Now What? – Managing Trust Administration when a Loved One Passes

Estate Planning, Probate and Insurance Attorney

Charles Garman
Attorney | Vandenack Weaver 

Your mom or your dad just passed away. It has been coming for a while, their health steadily declining, but nobody can be fully prepared for the death of a parent. Family travels in, and friends visit and offer condolences. Your parents had prepaid their funeral so you do not have pick out a casket, but you plan the ceremony. By now your siblings have arrived to help. Your family gets along and you are grateful. It is a beautiful ceremony and you are overcome with emotion as your parent is laid to rest next to their spouse.

Now what?

You had been helping over the last year with balancing the checkbook, so you know that the checking and saving accounts were held in a trust your parents set up. You have seen envelopes from brokerage firms addressed to the trust and your parents periodically discussed their investments and IRAs. When they set up their trust, they had mentioned that they wanted you to be the successor trustee, whatever that means.

Now what?

Your parents were able to stay in the home they purchased over 30 years ago. Your first step will likely be to secure the house and make sure that you know who has keys. Bills such as utilities and home owner’s insurance still need to be paid, and you may not have access to the bank accounts. Your next step should be to locate the actual trust document. If this is not easily located, ask the attorney who assisted your parents with their estate plan. The trust document will confirm who is to serve as successor trustee. It will also explain how the assets are to be distributed, if there are any charitable bequests or how specific items should be disposed of.

When your parents died, the trust became irrevocable – it cannot be changed – in what is called an “administrative trust.” This describes its function, the name itself does not change. It is now your duty to execute the provisions of the trust distributing the property. The first obstacle you will meet is the fact that a person’s social security number dies with them. Up until now, financial institutions have been using your parents’ social security numbers. This is no longer possible, and the trust needs a new tax identification number. At this point you will likely want to hire an attorney to assist in the administration process.

Your lawyer will ask you to look through your parents’ papers and find documentation for your parents’ assets. Your lawyer will also draft a Certification of Trust, a document documenting your status as trustee and the new tax id number. You will use this to gain access to all assets held by the trust.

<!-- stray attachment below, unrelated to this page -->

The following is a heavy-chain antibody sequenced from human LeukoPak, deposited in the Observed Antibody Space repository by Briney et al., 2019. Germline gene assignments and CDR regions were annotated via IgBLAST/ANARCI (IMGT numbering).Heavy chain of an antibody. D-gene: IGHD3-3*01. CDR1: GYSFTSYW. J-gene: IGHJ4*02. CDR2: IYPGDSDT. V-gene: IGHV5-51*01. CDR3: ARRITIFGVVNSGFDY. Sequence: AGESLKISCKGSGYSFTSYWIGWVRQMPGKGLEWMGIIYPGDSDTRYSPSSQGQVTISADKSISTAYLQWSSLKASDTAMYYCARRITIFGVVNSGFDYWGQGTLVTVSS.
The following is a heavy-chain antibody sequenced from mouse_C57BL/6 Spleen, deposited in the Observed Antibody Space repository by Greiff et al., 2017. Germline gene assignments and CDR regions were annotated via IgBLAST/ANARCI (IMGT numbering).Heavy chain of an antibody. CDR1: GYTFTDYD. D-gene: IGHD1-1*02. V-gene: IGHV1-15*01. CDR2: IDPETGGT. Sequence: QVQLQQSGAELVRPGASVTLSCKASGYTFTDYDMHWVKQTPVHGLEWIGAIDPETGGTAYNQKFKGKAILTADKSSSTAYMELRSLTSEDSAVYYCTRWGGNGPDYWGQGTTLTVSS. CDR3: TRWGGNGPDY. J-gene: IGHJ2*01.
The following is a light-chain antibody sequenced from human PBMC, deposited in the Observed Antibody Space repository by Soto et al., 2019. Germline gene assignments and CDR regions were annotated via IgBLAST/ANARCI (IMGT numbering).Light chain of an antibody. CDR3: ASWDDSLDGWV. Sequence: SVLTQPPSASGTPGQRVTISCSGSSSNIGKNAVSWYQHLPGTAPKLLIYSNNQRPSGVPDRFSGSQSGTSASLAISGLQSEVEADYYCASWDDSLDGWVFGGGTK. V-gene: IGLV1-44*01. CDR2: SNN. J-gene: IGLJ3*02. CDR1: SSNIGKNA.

In conjunction with your attorney, you will now identify and sort all assets into three categories:

  1. Assets held by the trust.
  2. Assets held outside of the trust but with beneficiary designation – IRAs fall into this category as they cannot be held in trust and your parents likely will have set up direct pay beneficiaries.
  3. All other assets. The hope always is that category 3 is empty as this would require some form of probate to distribute.

Finally, you have to provide notice to all beneficiaries that the trust is being administered.

Once the assets are identified, your attorney will assist you in valuing them as of the date of death. This is done for two reasons:

  1. Nebraska is one of six states that imposes an inheritance tax.
  2. In most cases, the assets will receive a step up in basis. This will provide significant tax benefits. Ordinarily, if you sell an asset you will pay capital gains tax on the difference between the purchase price, the basis, and the sale price. The step up in basis increases the basis amount to the value as of the date of death which will eliminate or reduce any capital gains.

During the valuation process you may have other tasks that need your attention. Your parent’s final tax return will need to be prepared. If the residence, or any other real estate, is to be sold, you will need to prepare it for sale and hire the appropriate professionals. Depending on the market, investment decisions might need to be made. The IRAs will require their own paperwork to be completed to divide them among the designated beneficiaries. Once the assets are inventoried and valued, inheritance tax pleadings will be prepared and filed and any tax due paid.

The final part of the administration is the distribution. This can vary greatly depending on your parents’ plan. Distributions can be made outright or in trust – necessitating further paperwork. If real estate is to be sold, you will likely delay the distribution. Occasionally, siblings elect to keep the real property in the family and deeds will need to be drafted and filed to accomplish this. Finally, the trust itself will need to file a final tax return.

Now what?

Now you breathe. You fulfilled your role. You fulfilled your parents’ wishes. Nobody is ever excited to be a successor trustee, but you served in that role well. It can seem like a convoluted path, but you do not have to walk it alone. Now, you rest.